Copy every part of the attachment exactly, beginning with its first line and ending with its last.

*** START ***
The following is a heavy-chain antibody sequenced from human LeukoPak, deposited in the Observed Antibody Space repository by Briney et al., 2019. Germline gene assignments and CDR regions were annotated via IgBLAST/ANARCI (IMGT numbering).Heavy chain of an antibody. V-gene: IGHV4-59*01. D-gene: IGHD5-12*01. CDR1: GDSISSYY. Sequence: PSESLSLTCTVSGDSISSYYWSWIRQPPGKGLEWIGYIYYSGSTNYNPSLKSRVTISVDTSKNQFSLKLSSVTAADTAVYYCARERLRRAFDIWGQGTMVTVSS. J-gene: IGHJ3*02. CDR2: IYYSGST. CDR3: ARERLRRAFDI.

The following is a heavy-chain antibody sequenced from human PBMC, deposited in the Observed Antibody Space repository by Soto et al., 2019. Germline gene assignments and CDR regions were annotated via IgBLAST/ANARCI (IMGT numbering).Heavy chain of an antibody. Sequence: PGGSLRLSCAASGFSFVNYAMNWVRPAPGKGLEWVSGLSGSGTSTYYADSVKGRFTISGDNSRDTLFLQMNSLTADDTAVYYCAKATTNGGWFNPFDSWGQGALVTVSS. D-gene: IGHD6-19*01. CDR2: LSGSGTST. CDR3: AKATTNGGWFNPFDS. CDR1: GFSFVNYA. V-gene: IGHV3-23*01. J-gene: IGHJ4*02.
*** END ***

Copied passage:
The following is a heavy-chain antibody sequenced from human LeukoPak, deposited in the Observed Antibody Space repository by Briney et al., 2019. Germline gene assignments and CDR regions were annotated via IgBLAST/ANARCI (IMGT numbering).Heavy chain of an antibody. V-gene: IGHV4-59*01. D-gene: IGHD5-12*01. CDR1: GDSISSYY. Sequence: PSESLSLTCTVSGDSISSYYWSWIRQPPGKGLEWIGYIYYSGSTNYNPSLKSRVTISVDTSKNQFSLKLSSVTAADTAVYYCARERLRRAFDIWGQGTMVTVSS. J-gene: IGHJ3*02. CDR2: IYYSGST. CDR3: ARERLRRAFDI.

The following is a heavy-chain antibody sequenced from human PBMC, deposited in the Observed Antibody Space repository by Soto et al., 2019. Germline gene assignments and CDR regions were annotated via IgBLAST/ANARCI (IMGT numbering).Heavy chain of an antibody. Sequence: PGGSLRLSCAASGFSFVNYAMNWVRPAPGKGLEWVSGLSGSGTSTYYADSVKGRFTISGDNSRDTLFLQMNSLTADDTAVYYCAKATTNGGWFNPFDSWGQGALVTVSS. D-gene: IGHD6-19*01. CDR2: LSGSGTST. CDR3: AKATTNGGWFNPFDS. CDR1: GFSFVNYA. V-gene: IGHV3-23*01. J-gene: IGHJ4*02.